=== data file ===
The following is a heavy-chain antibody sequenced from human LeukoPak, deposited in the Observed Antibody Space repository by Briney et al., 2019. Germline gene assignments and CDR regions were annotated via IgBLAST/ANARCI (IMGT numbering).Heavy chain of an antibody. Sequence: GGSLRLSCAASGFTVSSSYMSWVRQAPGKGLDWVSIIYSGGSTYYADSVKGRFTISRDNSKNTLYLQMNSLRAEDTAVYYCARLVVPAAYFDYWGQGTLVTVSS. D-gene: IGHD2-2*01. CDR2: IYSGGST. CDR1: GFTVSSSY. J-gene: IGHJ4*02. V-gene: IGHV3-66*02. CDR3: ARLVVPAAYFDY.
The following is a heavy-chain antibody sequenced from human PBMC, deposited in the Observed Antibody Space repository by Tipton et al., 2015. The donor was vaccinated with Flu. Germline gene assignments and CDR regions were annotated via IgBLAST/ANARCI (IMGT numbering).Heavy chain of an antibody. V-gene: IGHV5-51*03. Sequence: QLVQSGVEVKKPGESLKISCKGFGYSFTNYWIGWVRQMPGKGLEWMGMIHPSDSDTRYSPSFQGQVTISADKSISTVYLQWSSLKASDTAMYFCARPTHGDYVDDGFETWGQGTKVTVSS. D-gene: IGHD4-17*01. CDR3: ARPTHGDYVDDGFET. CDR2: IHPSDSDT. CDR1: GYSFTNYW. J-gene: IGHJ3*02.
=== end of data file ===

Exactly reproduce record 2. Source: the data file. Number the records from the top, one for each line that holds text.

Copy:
The following is a heavy-chain antibody sequenced from human PBMC, deposited in the Observed Antibody Space repository by Tipton et al., 2015. The donor was vaccinated with Flu. Germline gene assignments and CDR regions were annotated via IgBLAST/ANARCI (IMGT numbering).Heavy chain of an antibody. V-gene: IGHV5-51*03. Sequence: QLVQSGVEVKKPGESLKISCKGFGYSFTNYWIGWVRQMPGKGLEWMGMIHPSDSDTRYSPSFQGQVTISADKSISTVYLQWSSLKASDTAMYFCARPTHGDYVDDGFETWGQGTKVTVSS. D-gene: IGHD4-17*01. CDR3: ARPTHGDYVDDGFET. CDR2: IHPSDSDT. CDR1: GYSFTNYW. J-gene: IGHJ3*02.